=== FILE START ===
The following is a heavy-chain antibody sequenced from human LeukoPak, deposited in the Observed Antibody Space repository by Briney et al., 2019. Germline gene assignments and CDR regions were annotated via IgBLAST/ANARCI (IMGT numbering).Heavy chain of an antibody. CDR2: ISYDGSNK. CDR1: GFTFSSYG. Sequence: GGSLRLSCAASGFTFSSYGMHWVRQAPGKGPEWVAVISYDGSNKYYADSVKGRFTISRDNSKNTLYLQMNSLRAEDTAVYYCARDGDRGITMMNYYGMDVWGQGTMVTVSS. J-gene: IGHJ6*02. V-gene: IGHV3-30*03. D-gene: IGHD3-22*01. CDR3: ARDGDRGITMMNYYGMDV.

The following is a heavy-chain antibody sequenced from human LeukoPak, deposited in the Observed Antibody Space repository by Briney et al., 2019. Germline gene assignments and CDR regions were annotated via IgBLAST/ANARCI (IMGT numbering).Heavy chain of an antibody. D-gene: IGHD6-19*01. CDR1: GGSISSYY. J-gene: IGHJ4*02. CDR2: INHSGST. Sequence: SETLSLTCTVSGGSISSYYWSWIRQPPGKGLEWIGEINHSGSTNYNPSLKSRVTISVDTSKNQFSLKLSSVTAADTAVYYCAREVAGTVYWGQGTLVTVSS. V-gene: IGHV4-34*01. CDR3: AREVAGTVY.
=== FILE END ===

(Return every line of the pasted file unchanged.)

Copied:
The following is a heavy-chain antibody sequenced from human LeukoPak, deposited in the Observed Antibody Space repository by Briney et al., 2019. Germline gene assignments and CDR regions were annotated via IgBLAST/ANARCI (IMGT numbering).Heavy chain of an antibody. CDR2: ISYDGSNK. CDR1: GFTFSSYG. Sequence: GGSLRLSCAASGFTFSSYGMHWVRQAPGKGPEWVAVISYDGSNKYYADSVKGRFTISRDNSKNTLYLQMNSLRAEDTAVYYCARDGDRGITMMNYYGMDVWGQGTMVTVSS. J-gene: IGHJ6*02. V-gene: IGHV3-30*03. D-gene: IGHD3-22*01. CDR3: ARDGDRGITMMNYYGMDV.

The following is a heavy-chain antibody sequenced from human LeukoPak, deposited in the Observed Antibody Space repository by Briney et al., 2019. Germline gene assignments and CDR regions were annotated via IgBLAST/ANARCI (IMGT numbering).Heavy chain of an antibody. D-gene: IGHD6-19*01. CDR1: GGSISSYY. J-gene: IGHJ4*02. CDR2: INHSGST. Sequence: SETLSLTCTVSGGSISSYYWSWIRQPPGKGLEWIGEINHSGSTNYNPSLKSRVTISVDTSKNQFSLKLSSVTAADTAVYYCAREVAGTVYWGQGTLVTVSS. V-gene: IGHV4-34*01. CDR3: AREVAGTVY.